IRISH hospitals have been placed on alert against a new strain of the winter vomiting bug, which has reached Europe from Australia.
The norovirus stomach bug has spread to France, New Zealand and Japan and is also set to become the dominant strain in Britain.
The variant, known as Sydney 2012, is causing more cases in England and Wales than other strains.
Ireland's Health Protection Surveillance Centre (HPSC) has yet to say whether it was behind a rise in norovirus cases here.
Some 190 cases -- four times the normal number -- were recorded across the country in one week late last year.
Overall there were 1,700 reported cases of the bug -- which causes violent vomiting and diarrhoea -- although health officials believe the true figure may be far higher.
The norovirus variant was identified in a scientific paper last week and Britain's Health Protection Agency (HPA) said genetic testing showed it was now causing more cases than other strains.
Norovirus cases have risen earlier than expected this winter and while it generally does not cause serious illness, it is extremely difficult to contain.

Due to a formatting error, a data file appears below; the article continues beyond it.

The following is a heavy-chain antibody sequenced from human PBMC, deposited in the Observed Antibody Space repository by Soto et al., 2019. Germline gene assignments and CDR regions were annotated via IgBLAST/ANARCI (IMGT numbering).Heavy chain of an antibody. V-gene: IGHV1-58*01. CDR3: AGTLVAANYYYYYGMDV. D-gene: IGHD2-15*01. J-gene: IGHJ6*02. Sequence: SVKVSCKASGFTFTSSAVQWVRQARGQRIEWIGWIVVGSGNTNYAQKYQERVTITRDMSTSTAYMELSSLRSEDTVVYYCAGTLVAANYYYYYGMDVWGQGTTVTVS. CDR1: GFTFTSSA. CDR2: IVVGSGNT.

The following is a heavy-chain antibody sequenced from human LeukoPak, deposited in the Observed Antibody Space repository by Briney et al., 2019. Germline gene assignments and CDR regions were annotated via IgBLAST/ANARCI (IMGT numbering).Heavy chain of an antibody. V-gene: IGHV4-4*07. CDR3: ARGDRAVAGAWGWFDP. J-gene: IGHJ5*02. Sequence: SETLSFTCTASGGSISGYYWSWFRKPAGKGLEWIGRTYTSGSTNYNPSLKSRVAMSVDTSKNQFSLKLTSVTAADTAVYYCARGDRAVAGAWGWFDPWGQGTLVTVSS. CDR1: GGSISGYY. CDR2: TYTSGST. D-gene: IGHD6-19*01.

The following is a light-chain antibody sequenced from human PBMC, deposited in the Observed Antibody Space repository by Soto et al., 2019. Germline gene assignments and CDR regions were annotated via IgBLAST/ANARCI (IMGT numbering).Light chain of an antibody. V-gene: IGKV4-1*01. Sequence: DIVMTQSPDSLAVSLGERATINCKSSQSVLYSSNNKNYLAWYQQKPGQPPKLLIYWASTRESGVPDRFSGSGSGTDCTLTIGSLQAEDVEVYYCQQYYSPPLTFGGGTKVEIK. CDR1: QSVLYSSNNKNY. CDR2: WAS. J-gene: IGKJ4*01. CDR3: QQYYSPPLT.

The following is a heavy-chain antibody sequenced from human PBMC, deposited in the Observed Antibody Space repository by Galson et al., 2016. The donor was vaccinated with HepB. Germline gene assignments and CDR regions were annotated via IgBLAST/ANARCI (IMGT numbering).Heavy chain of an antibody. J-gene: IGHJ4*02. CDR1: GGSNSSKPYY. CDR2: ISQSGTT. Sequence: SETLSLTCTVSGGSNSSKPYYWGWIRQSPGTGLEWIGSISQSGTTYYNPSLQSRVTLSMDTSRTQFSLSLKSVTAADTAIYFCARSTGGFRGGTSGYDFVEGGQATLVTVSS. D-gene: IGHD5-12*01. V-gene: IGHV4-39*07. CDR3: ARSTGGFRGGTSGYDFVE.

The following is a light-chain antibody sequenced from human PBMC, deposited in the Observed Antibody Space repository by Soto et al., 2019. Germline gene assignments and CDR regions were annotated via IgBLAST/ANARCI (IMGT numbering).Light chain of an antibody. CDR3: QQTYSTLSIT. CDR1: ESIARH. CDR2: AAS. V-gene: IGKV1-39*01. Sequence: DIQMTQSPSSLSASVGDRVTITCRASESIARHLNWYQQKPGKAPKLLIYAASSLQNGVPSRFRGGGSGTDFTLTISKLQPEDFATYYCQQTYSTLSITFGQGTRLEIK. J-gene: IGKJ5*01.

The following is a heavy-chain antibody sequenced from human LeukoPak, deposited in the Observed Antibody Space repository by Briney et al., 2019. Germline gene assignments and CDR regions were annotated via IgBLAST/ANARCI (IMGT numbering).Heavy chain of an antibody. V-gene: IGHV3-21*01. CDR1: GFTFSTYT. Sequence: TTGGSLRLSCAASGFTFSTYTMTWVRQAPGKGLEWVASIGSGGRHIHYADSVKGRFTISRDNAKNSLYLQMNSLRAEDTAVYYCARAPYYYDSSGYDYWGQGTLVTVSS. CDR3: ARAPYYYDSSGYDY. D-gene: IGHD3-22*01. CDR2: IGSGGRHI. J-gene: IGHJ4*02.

In the US, the Centers for Disease Control and Prevention say noroviruses cause 21 million illnesses a year.
Some 70,000 of these require hospitalisation and around 800 end in death. Scientist Ian Goodfellow, who is an expert in norovirus, described it as "the Ferrari of the virus world" and "one of the most infectious viruses of man".
Ireland suffered a huge spike in the number of cases before Christmas, with thousands laid low by the virus, but the rates had fallen last week and only 29 cases were recorded the week before last.
However, the figure masks the true extent of the illness as most cases are not reported with many people choosing not to attend their GPs or local hospital.